Essay On English Reformation

The Metropolitan Museum of Art

Heilbrunn Timeline of Art History

See works of art

  • 1975.1.138

  • 55.220.2

  • 1975.1.1915

  • 1987.290.3a-p

  • 19.73.120

  • 41.190.14

  • 46.179.1

  • 20.64.21

  • 46.179.2

  • 40.174.1

  • 12.194

  • 29.100.197

  • 14.40.633

  • 1982.60.35

  • 71.155

  • 1982.60.36

  • 53.677.5

  • 17.190.13-15


Heilbrunn Timeline of Art History


Erasmus of Rotterdam


Martin Luther (1483-1546)


The Last Supper


The Fifteen Mysteries and the Virgin of the Rosary


Erasmus of Rotterdam


Four Scenes from the Passion


Frederick III (1463-1525), the Wise, Elector of Saxony


Martin Luther as a Monk


John I (1468-1552), the Steadfast, Elector of Saxony


The Last Judgment


Chancellor Leonhard von Eck (1480-1550)


Anne de Pisseleu (1508-1576), Duchesse d'Etampes


Virgin and Child with Saint Anne


Christ and the Adulteress


The Calling of Matthew


Christ Blessing the Children


Satire on the Papacy


Christ Blessing, Surrounded by a Donor Family


© 2000–2018 The Metropolitan Museum of Art

Study Questions

What was the relationship between Henry VIII's desire to divorce Catherine of Aragon and the onset of the English Reformation?

Henry's move to reform the Church in England began with his desire to divorce Queen Catherine, who had not borne him any surviving male children. Henry wished to remarry with the young Anne Boleyn, but to do that he needed a dispensation from the Pope to declare the marriage with Catherine null and void. Since Henry had received a dispensation to marry Catherine in the first place–she had been his brother Arthur's widow, and therefore needed special permission to marry Henry–Pope Clement VII was not eager to grant the new dispensation, which would have implied that his predecessor had erred in granting the first dispensation. Henry employed his chief minister of the time, Thomas Wolsey, to put pressure on Pope Clement, but the Pope would not budge.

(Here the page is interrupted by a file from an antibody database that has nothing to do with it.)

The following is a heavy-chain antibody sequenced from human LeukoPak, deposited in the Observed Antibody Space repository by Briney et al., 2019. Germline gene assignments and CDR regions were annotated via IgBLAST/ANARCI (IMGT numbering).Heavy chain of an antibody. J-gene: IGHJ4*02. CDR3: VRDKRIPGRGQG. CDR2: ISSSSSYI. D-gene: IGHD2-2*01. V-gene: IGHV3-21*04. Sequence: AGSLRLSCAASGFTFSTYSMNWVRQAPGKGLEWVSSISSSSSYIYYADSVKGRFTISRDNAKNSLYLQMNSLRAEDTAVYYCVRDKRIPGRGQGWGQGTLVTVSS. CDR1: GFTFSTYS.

Rather than submit to the wishes of Rome, however, Henry chose instead to sidestep established canonical procedure. In 1532 he took away the legal independence of the clergy and bishops of England through the bill called the Supplication against the Ordinaries, which passed easily through the increasingly anti-clerical House of Commons in Parliament. In 1533, the Act of Appeals cut off all legal ties to the Papacy, making it illegal to appeal court cases to Rome. Also that year, Henry married Anne Boleyn in defiance of the Pope, and named Thomas Cranmer, a reform-minded cleric, to the position of Archbishop of Canterbury. Cranmer declared the marriage with Catherine false, and the one with Anne true, at his court in Dunstable. In 1534, Parliament passed the Act of Supremacy, which declared the king the Supreme Head on Earth of the Church of England. This act was followed by the administering of the Oath of Succession, which required all government and Church officials to swear to the new regime. This new regime rejected "Popery", as Roman Catholicism was called, and made allegiance to the Pope a capital offense. Soon afterwards, the government began a campaign to dissolve the monastaries in England.